Post Content

David Cash

David Cash

Commissioner, Department of Public Utilities (DPU)

View David's Complete Bio

Ever wonder what you’re paying for every month when you get your bill?  There are basically four parts of your electric bill. 

Average residential electric rates
1. The Commodity used to make the electricity (Blue).  The commodity – natural gas, coal, or oil – that is used in power plants to make your electricity. This is by far the biggest part of your bill, and here in Massachusetts, where we are at the end of the energy pipeline, we are at the mercy of global energy prices.  See in the graph how the blue part, the Commodity, is volatile?  In 2005, when Hurricane Katrina hit, knocking out natural gas pipelines, the price of natural gas shot up, and so did our electricity rates.  Since we don’t have any coal, oil, or natural gas in Massachusetts, we have two ways we can reduce that blue part. We can ramp up energy efficiency and develop more homegrown renewable energy like solar and wind.  Both of these efforts have been priorities of the Patrick-Murray Administration, and this year, for the first time, Massachusetts is #1 in the country in energy efficiency beating out California.

2. The Distribution charge (Purple):  This is what it costs for your electric company to deliver the electricity to your house – the wires, substations, repair trucks, etc.  This is the only portion of your bill that the state directly regulates.  The Department of Public Utilities closely regulates the utilities and makes sure that what it charges for this portion is fair and reasonable.  This is also the portion of the bill in which there are charges to invest in the state’s energy efficiency and renewable energy programs.  For every dollar that is invested in all these programs, we get two dollars in savings!   And remember, these are how we reduce our dependence on fossil fuels that come from outside of Massachusetts.  Notice that the graph shows that this part of the bill has been relatively stable in the last decade – even with new energy efficiency and renewable investments.  

3. Transmission charge (Green):  This portion of the bill pays for the big interstate transmission wires that make up the backbone of the electric grid.  This is regulated by the federal government.

4. Transition charge (Red):  This is a leftover charge from when the state’s electricity system was restructured in the late 1990’s.  This charge will soon disappear.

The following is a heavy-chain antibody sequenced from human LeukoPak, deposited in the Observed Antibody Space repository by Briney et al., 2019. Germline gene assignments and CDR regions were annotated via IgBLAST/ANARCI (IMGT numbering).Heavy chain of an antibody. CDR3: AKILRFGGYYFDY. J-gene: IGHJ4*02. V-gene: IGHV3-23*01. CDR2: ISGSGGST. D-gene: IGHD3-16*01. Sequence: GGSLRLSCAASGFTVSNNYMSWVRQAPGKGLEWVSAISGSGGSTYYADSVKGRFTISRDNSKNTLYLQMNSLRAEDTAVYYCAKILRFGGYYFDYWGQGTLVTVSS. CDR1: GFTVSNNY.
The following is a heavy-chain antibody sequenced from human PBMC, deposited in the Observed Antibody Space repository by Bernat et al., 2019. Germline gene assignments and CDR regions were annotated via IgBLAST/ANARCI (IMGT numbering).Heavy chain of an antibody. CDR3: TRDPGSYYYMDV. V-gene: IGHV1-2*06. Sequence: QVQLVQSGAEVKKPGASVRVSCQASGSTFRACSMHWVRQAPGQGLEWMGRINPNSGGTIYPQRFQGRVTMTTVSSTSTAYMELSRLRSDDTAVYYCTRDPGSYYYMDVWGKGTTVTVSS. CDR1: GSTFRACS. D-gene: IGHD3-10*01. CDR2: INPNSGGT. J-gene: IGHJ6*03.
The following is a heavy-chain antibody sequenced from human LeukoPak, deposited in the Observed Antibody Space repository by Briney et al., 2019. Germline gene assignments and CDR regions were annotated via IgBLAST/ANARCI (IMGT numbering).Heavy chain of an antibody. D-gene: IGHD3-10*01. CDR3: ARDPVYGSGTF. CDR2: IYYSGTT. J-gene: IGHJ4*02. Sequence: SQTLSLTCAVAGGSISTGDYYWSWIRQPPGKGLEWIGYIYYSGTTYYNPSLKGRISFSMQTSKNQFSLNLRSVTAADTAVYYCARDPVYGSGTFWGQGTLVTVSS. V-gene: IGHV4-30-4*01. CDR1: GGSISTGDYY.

Written By:

Tags: , , , , , , , , , ,

Recent Posts

Banking on Residential Solar Power posted on Sep 16

Banking on Residential Solar Power

“It’s a house, it’s a car, it’s a … solar panel?” In the coming months, the Department of Energy Resources (DOER) is hoping a new residential solar loan program will spark that question and interest in renewable power at local lending institutions across the Commonwealth.   …Continue Reading Banking on Residential Solar Power

Building Efficiency Gurus Exchange Ideas on Just About Everything posted on Sep 5

Building Efficiency Gurus Exchange Ideas on Just About Everything

The American Council for Energy Efficient-Economy (ACEEE) selected me to present a paper on the Commonwealth’s Green Communities Program at ACEEE’s Summer Study on Energy Efficiency in Buildings. It felt like going to college – the seniors all knew each other, while the freshmen were   …Continue Reading Building Efficiency Gurus Exchange Ideas on Just About Everything

Comparing Homes – Energy-Saving Enters the Equation posted on Aug 28

Comparing Homes – Energy-Saving Enters the Equation

Until recently, there was no way to easily figure energy efficiency into a home buying decision. Enter HomeMPG, a Massachusetts energy-saving initiative to pilot an energy performance score (EPS) in residential homes. This “asset” rating that’s analogous to a car’s MPG rating. Behavior is taken out of the equation so that any home’s energy use can be compared to any other home, allowing for an apples-to-apples comparison.